Biodiversity is one of the most threatened resources globally. Strong commitments to preserving habitats have been made at global, continental and national levels, calling for an evidence-based approach to conservation: monitoring the quality of habitats in space and time.
Remote sensing and GIS have a history in land cover, habitat mapping, and quantification of habitat change. The new challenge is integration and analysis of land cover, vegetation, and habitat maps together with factors influencing the conservation status of each site for quantitative evaluation of habitat quality. This requires high resolution mapping with regional coverage, building the basis of local ecosystem management and international policy.
The International Workshop Remote Sensing and GIS for Monitoring Habitat Quality aims to bring together remote sensing and conservation scientists, mapping and GIS practitioners, conservation stakeholders and NGOs. We focus beyond land cover and vegetation mapping to the next level of inferring habitat quality and conservation status from processed Earth observation and field data. This international workshop will combine the latest developments and future trends in sensor technology, cutting-edge case studies, and operational examples in habitat mapping and quality assessment.
This conference is organized simultaneously with GIScience 2014. Participants of either event will be allowed to move for the duration of this International Workshop freely between sessions. Participants of the International Workshop are also entitled to book Tutorials of GIScience 2014.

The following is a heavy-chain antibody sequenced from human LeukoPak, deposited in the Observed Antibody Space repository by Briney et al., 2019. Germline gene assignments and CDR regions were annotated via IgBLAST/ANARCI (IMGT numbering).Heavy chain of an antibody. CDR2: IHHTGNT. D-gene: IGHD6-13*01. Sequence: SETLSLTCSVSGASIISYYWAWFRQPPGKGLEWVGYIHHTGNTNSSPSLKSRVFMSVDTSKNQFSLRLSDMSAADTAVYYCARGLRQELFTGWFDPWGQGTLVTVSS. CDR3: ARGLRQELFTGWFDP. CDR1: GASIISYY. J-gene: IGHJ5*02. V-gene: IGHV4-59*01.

Call for Papers
The International Workshop on Remote Sensing and GIS for Monitoring of Habitat Quality will connect scientists, practitioners and stakeholders from the domains of remote sensing, GIS and habitat conservation, to discuss how recent developments in remote sensing and data processing can be exploited for spatially explicit monitoring of habitat quality.
Our sessions will focus on recent developments in sensor technology and processing; ecological mapping from sensor and in-situ data, GIS processing from thematic maps to habitat quality evaluation, and finally user requirements and operational case studies.
Participants and contributors are welcome from natural and technical sciences, practical conservation and the market sector. We encourage submissions of abstracts for oral presentations, which will be subject to peer review based on scientific content and relevance for habitat quality mapping. A special issue of Remote Sensing will be organized to publish selected full papers.
Please submit your extended abstract according to our submission guidelines by
May 24, 2014.